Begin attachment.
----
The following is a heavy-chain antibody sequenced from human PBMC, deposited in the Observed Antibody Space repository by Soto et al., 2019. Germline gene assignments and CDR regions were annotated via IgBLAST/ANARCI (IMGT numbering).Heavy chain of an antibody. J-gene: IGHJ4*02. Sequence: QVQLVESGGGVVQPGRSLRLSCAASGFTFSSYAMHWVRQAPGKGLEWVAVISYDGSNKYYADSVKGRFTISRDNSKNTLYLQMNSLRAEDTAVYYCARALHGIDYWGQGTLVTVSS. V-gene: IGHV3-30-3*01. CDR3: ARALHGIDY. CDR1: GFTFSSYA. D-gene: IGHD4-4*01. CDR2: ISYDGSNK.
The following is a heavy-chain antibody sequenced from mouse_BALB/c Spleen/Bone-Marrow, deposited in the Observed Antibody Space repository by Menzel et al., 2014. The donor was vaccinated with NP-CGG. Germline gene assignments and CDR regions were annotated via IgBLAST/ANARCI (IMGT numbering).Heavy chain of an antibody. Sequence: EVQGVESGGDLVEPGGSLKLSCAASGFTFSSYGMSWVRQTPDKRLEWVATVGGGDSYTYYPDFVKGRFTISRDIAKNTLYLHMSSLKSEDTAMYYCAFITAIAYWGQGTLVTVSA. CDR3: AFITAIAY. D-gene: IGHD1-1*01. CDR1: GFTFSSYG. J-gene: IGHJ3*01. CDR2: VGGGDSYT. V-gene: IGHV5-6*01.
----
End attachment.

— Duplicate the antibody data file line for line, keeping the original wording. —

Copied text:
The following is a heavy-chain antibody sequenced from human PBMC, deposited in the Observed Antibody Space repository by Soto et al., 2019. Germline gene assignments and CDR regions were annotated via IgBLAST/ANARCI (IMGT numbering).Heavy chain of an antibody. J-gene: IGHJ4*02. Sequence: QVQLVESGGGVVQPGRSLRLSCAASGFTFSSYAMHWVRQAPGKGLEWVAVISYDGSNKYYADSVKGRFTISRDNSKNTLYLQMNSLRAEDTAVYYCARALHGIDYWGQGTLVTVSS. V-gene: IGHV3-30-3*01. CDR3: ARALHGIDY. CDR1: GFTFSSYA. D-gene: IGHD4-4*01. CDR2: ISYDGSNK.
The following is a heavy-chain antibody sequenced from mouse_BALB/c Spleen/Bone-Marrow, deposited in the Observed Antibody Space repository by Menzel et al., 2014. The donor was vaccinated with NP-CGG. Germline gene assignments and CDR regions were annotated via IgBLAST/ANARCI (IMGT numbering).Heavy chain of an antibody. Sequence: EVQGVESGGDLVEPGGSLKLSCAASGFTFSSYGMSWVRQTPDKRLEWVATVGGGDSYTYYPDFVKGRFTISRDIAKNTLYLHMSSLKSEDTAMYYCAFITAIAYWGQGTLVTVSA. CDR3: AFITAIAY. D-gene: IGHD1-1*01. CDR1: GFTFSSYG. J-gene: IGHJ3*01. CDR2: VGGGDSYT. V-gene: IGHV5-6*01.